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Living in a Bubble

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Kerby Andersonnever miss viewpoints

You have probably heard comments about certain people living in a bubble. They live in affluent communities cut off from some of the realities that most Americans face. Due to the research by Charles Murray, we can now identify where these bubble communities are located.

In his book, Coming Apart, he argued that a high-IQ, highly educated upper class was formed over the last half-century that is disconnected from the culture of mainstream America. Charles Murray put a quiz in his book that PBS decided to post online. More than 47,000 people posted their scores along with the zip codes where they lived when they were ten years old.

Charles Murray did an analysis of the quiz data along with other data. Even though this is not a true representative sample of America, it does provide some interesting conclusions. Overall it reinforces our general assumption that many of the leaders in politics, business, and the media grew up (and often still live) in bubble communities.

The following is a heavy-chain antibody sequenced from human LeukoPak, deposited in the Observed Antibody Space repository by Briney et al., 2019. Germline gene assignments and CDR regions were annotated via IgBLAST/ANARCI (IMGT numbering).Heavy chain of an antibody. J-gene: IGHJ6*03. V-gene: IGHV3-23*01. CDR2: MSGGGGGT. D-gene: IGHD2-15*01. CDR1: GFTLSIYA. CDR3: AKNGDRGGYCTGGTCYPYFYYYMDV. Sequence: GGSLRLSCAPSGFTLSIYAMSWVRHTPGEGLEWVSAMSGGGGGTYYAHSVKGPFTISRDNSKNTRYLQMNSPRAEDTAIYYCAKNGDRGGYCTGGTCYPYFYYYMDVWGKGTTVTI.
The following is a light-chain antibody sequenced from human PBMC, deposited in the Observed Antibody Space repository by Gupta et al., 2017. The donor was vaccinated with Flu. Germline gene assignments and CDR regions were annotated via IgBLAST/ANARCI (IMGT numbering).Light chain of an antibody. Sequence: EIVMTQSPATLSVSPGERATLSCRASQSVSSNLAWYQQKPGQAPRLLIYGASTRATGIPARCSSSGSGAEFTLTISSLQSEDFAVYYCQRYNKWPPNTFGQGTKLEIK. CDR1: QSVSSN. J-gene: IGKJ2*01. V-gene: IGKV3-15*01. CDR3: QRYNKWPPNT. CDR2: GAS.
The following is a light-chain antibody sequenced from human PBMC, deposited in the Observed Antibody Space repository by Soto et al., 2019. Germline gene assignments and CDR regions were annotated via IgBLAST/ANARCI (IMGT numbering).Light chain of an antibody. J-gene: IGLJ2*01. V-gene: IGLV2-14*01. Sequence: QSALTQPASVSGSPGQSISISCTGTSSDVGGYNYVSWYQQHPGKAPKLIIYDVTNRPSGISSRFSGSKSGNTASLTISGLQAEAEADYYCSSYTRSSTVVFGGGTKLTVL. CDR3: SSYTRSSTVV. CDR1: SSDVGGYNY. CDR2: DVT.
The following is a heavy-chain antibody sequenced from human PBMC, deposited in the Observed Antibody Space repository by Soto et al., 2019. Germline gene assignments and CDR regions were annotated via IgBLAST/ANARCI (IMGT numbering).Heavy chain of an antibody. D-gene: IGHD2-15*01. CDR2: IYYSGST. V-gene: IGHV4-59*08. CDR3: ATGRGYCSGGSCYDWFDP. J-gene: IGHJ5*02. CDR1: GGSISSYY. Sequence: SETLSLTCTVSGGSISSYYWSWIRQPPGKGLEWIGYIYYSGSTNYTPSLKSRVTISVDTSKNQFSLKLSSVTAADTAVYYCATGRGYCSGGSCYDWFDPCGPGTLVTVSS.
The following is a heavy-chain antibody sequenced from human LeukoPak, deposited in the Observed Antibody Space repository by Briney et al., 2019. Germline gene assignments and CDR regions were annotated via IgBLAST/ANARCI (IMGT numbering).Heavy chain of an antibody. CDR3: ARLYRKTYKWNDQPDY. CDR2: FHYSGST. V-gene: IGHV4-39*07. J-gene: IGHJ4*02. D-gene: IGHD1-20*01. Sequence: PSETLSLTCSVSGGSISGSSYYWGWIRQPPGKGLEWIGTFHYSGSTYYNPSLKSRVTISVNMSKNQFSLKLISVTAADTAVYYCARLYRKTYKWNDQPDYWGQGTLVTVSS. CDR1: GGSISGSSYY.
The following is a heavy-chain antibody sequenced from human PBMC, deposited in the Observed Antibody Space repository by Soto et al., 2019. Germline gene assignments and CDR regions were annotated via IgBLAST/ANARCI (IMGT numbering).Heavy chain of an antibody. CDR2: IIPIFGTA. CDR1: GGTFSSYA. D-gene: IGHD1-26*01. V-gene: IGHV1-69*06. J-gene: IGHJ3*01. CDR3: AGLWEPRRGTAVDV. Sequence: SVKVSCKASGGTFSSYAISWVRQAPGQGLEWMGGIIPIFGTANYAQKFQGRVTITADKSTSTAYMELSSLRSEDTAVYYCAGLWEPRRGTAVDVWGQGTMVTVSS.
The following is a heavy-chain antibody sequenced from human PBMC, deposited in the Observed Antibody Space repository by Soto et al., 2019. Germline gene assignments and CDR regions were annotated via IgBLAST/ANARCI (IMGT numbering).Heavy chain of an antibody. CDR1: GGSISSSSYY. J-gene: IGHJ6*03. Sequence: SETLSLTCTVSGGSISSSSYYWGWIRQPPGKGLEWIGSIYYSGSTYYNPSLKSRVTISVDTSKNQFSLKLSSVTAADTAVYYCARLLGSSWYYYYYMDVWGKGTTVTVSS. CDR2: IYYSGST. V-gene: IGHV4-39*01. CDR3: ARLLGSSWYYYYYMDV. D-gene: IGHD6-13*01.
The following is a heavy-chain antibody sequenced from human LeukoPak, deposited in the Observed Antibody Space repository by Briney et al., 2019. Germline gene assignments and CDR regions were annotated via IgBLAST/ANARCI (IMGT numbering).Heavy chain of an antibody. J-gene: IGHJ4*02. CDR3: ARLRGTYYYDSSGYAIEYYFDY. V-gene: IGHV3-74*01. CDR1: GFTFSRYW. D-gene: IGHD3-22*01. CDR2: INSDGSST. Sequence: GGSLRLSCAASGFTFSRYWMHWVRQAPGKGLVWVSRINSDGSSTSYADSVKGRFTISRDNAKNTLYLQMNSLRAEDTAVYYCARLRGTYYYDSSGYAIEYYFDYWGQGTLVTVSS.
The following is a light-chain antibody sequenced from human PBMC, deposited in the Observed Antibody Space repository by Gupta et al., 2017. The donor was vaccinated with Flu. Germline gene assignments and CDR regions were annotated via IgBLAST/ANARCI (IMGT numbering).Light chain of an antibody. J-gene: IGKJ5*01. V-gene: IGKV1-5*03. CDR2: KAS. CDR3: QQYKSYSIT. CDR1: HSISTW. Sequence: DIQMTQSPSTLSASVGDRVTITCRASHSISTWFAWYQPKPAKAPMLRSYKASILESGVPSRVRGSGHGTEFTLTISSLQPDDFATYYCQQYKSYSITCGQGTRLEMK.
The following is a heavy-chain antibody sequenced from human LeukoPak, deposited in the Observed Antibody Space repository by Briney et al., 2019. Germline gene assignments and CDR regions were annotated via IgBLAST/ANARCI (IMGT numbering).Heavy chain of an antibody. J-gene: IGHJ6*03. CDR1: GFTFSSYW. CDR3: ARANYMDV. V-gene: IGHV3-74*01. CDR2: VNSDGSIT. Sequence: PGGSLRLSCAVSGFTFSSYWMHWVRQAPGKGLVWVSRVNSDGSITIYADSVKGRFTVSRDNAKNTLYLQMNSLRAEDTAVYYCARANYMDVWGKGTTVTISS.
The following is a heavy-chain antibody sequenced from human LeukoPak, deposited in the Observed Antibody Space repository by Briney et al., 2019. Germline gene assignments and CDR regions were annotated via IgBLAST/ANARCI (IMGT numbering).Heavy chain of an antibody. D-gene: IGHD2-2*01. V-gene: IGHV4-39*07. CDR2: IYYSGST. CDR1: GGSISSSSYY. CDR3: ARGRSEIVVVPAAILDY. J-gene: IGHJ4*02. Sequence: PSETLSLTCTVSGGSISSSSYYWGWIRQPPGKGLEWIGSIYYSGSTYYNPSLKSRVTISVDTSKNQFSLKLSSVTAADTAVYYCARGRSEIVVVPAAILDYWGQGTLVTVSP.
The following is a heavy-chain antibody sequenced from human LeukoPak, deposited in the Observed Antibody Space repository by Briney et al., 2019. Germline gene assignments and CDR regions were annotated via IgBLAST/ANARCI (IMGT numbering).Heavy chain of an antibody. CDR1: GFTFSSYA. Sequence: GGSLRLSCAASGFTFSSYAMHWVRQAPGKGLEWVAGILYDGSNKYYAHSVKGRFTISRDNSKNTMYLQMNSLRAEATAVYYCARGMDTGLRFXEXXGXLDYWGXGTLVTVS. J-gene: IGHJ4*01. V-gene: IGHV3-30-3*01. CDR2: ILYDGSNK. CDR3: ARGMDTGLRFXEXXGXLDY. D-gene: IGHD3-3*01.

For example, many of the bubbliest zip codes in America are located in New York or California. In New York City they are found in the Upper West Side and the Upper and Lower East Sides in Manhattan. They are also found in Brooklyn and suburbs of New York. California has lots of bubble zip codes in the San Francisco region, in the Silicon Valley, and in the Los Angeles region.

We also find lots of bubble zip codes in the Washington, D.C. area, especially in the suburban communities that house many of the politicians, bureaucrats, and other government officials that make policy decisions that affect our everyday lives.

I hope you share my concern that many of the people who have such a significant influence in our daily lives live in a world with a very thick cultural bubble that separates them from the lives of ordinary Americans. This is not a positive demographic trend.viewpoints new web version

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